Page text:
Snowball Earth

The Cryogenian Period: The Equator Under Ice

May 7, 2012, 6:55 pm
Content Cover Image

About 0.73 Ga, Earth underwent severe glaciations that eliminated much of life. The Cryogenian (Greek; ice + birth) period was initiated by several conditions. [1] The breakup of the supercontinent Rodinia exposed organic matter to anaerobic respiration, creating an atmosphere in which the major greenhouse gas was methane (CH4). Atmospheric CH4, in contrast with CO2, reacts with O2 and is not buffered by a massive ocean reservoir; therefore, atmospheric CH4 levels decreased rapidly once continental movements diminished and less organic matter was exposed. As CH4 declined, Earth cooled. Cooler temperatures inhibited biological production of CH4, accelerating the cooling. Ice appeared on the land masses near the equator, increasing the reflectance of solar energy (a phenomenon called albedo) and decreasing the solar energy retained at Earth’s surface. Temperatures sank until even some equatorial oceans were covered with ice. [2]

Recovery from these cold conditions depended on the buildup of atmospheric CO2 levels through volcanic emissions of CO2 and low-temperature inhibition of processes that deplete atmospheric CO2, namely, silicate rock weathering and photosynthesis. Atmospheric CO2 concentrations reached as high as 1.2% before the ice began to crack, exposing bare ground and open water, decreasing albedo, and creating a cascade of events that warmed the planet. [3]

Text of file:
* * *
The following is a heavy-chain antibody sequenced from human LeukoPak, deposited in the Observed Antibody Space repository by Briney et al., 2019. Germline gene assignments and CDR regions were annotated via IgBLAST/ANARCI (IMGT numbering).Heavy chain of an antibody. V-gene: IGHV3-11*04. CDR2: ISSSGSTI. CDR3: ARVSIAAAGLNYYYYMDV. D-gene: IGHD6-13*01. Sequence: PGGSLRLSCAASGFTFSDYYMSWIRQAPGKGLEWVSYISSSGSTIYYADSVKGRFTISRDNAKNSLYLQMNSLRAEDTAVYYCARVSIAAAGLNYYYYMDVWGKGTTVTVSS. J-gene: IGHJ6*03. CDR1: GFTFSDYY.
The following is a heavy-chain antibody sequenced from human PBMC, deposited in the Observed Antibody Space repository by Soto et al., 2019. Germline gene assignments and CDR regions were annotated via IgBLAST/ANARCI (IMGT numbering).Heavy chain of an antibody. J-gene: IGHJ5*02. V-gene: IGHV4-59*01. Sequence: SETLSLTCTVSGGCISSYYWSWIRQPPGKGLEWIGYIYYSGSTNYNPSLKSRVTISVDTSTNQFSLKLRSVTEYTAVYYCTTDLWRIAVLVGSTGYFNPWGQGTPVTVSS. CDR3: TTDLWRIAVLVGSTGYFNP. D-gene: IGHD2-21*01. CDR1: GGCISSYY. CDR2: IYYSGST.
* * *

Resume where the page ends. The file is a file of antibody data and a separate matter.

[1] Schrag, D. P., R. A. Berner, P. F. Hoffman, and G. P. Halverson (2002b) On the initiation of a snowball Earth. Geochemistry Geophysics Geosystems 3:10.1029/2001GC000219.

[2] Pollard, D. and J. F. Kasting (2005) Snowball Earth: A thin-ice solution with flowing sea glaciers. Journal of Geophysical Research-Oceans 110:C07010, doi:10.1029/2004JC002525.

[3] Pollard, D. and J. F. Kasting (2005) Snowball Earth: A thin-ice solution with flowing sea glaciers. Journal of Geophysical Research-Oceans 110:C07010, doi:10.1029/2004JC002525.

This is an excerpt from the book Global Climate Change: Convergence of Disciplines by Dr. Arnold J. Bloom and taken from UCVerse of the University of California.

©2010 Sinauer Associates and UC Regents

Glossary

Citation

Bloom, A. (2012). The Cryogenian Period: The Equator Under Ice. Retrieved from http://www.eoearth.org/view/article/51cbf03f7896bb431f6a0e31

0 Comments

To add a comment, please Log In.